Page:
By Robert Reich
Privatization. Privatization. Privatization. It’s all you hear from Republicans. But what does it actually mean?
Generations ago, America built an entire national highway system, along with the largest and best public colleges and universities in the world. Also public schools and national parks, majestic bridges, dams that generated electricity for entire regions, public libraries and public research.
But around 1980, the moneyed interests began pushing to privatize much of this, giving it over to for-profit corporations. Privatization, the argument went, would boost efficiency and reduce taxes.
The reality has been that privatization too often only boosts corporate bottom lines.
For example, consider Trump’s proposal for infrastructure. It depends on private developers, who would make money off of both tax subsidies and private tolls. So the public would get charged twice, without any guarantee that the resulting roads, bridges, or rapid transportation systems would be where they’re most needed.
It’s true that private for-profit corporations can do certain tasks very efficiently. And some privatization has worked. But the goal of corporations is to maximize profits for shareholders, not to serve the public interest.
The question should be: What’s best for the public? Here are five rules of thumb for when public services should not be privatized:
1. Don’t privatize when the purpose of the service is to bring us together – reinforcing our communities, helping us connect with one another across class and race, linking up Americans who’d otherwise be isolated or marginalized.
This is why we have a public postal service that serves everyone, even small rural communities where for-profit private carriers often won’t go. This is why we value public education and need to be very careful that charter schools and other forms of so-called school choice don’t end up dividing our children and our communities rather than pulling them together.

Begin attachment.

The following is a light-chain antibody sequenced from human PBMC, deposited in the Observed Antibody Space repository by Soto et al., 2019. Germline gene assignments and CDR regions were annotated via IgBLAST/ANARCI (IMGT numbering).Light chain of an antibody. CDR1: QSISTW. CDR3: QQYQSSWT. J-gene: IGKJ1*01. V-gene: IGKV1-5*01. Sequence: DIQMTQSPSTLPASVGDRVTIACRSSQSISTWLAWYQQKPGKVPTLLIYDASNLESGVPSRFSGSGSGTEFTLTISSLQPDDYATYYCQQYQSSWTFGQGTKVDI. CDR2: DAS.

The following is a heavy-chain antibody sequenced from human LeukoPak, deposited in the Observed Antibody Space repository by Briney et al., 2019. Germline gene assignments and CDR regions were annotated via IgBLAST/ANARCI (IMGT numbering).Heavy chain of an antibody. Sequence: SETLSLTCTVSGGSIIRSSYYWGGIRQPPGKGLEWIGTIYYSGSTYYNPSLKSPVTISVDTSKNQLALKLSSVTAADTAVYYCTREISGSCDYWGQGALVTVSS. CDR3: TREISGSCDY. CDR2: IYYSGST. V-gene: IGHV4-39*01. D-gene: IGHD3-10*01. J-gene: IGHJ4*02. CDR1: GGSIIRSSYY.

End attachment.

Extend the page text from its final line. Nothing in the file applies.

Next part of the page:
2. Don’t privatize when the service is less costly when paid for through tax revenues than through prices set by for-profit corporations.
America’s hugely expensive for-profit health-insurance system, for example, is designed to sign up healthy people and avoid sick people, while running up huge tabs for advertising and marketing, and giving big rewards to shareholders and executives. Which is why the administrative costs of Medicare are a fraction of the costs of for-profit medical insurance – and why we need Medicare for all.
3. Don’t privatize when the people who are supposed to get the service have no power to complain when services are poor.
This is why for-profit prison corporations have proven again and again to violate the constitutional rights of prisoners, and why for-profit detention centers for refugee children at the border pose such grave risks.
4. Don’t privatize when those who are getting the service have no way to know they’re receiving poor quality.
The marketers of for-profit colleges, for example, have every incentive to exploit young people and their parents because the value of the degrees they’re offering can’t easily be known. Which is why non-profit colleges and universities have proven far more trustworthy.
5. Finally, don’t privatize where for-profit corporations face insufficient competition to keep prices under control.
Giant for-profit defense contractors with power over how contracts are awarded generate notorious cost overruns because they’re accountable mainly to their shareholders, not to the public.
In other words, for-profit corporations can do some things very well. Including, especially, maximizing shareholder returns. But when the primary goal is to serve the public, rather than shareholders, we need to be careful not to sacrifice the public interest to private profits.